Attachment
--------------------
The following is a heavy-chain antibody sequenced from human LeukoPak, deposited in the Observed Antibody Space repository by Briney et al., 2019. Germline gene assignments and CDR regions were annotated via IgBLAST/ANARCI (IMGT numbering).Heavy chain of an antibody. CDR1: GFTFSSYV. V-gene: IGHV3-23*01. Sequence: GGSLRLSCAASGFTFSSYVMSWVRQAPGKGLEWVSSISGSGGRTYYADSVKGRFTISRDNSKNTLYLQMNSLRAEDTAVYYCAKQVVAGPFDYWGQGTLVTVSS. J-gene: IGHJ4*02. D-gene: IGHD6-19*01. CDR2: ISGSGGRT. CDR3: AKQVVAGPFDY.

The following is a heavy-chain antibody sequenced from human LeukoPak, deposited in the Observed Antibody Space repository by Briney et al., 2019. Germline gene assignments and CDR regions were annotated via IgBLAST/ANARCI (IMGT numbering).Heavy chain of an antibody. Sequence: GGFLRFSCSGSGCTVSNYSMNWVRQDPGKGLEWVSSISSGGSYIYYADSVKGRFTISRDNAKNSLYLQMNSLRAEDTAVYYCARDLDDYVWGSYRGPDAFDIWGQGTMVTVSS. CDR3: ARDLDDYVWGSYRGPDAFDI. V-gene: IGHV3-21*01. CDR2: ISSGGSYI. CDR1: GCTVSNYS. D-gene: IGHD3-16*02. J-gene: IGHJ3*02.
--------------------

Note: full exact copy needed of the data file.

The following is a heavy-chain antibody sequenced from human LeukoPak, deposited in the Observed Antibody Space repository by Briney et al., 2019. Germline gene assignments and CDR regions were annotated via IgBLAST/ANARCI (IMGT numbering).Heavy chain of an antibody. CDR1: GFTFSSYV. V-gene: IGHV3-23*01. Sequence: GGSLRLSCAASGFTFSSYVMSWVRQAPGKGLEWVSSISGSGGRTYYADSVKGRFTISRDNSKNTLYLQMNSLRAEDTAVYYCAKQVVAGPFDYWGQGTLVTVSS. J-gene: IGHJ4*02. D-gene: IGHD6-19*01. CDR2: ISGSGGRT. CDR3: AKQVVAGPFDY.

The following is a heavy-chain antibody sequenced from human LeukoPak, deposited in the Observed Antibody Space repository by Briney et al., 2019. Germline gene assignments and CDR regions were annotated via IgBLAST/ANARCI (IMGT numbering).Heavy chain of an antibody. Sequence: GGFLRFSCSGSGCTVSNYSMNWVRQDPGKGLEWVSSISSGGSYIYYADSVKGRFTISRDNAKNSLYLQMNSLRAEDTAVYYCARDLDDYVWGSYRGPDAFDIWGQGTMVTVSS. CDR3: ARDLDDYVWGSYRGPDAFDI. V-gene: IGHV3-21*01. CDR2: ISSGGSYI. CDR1: GCTVSNYS. D-gene: IGHD3-16*02. J-gene: IGHJ3*02.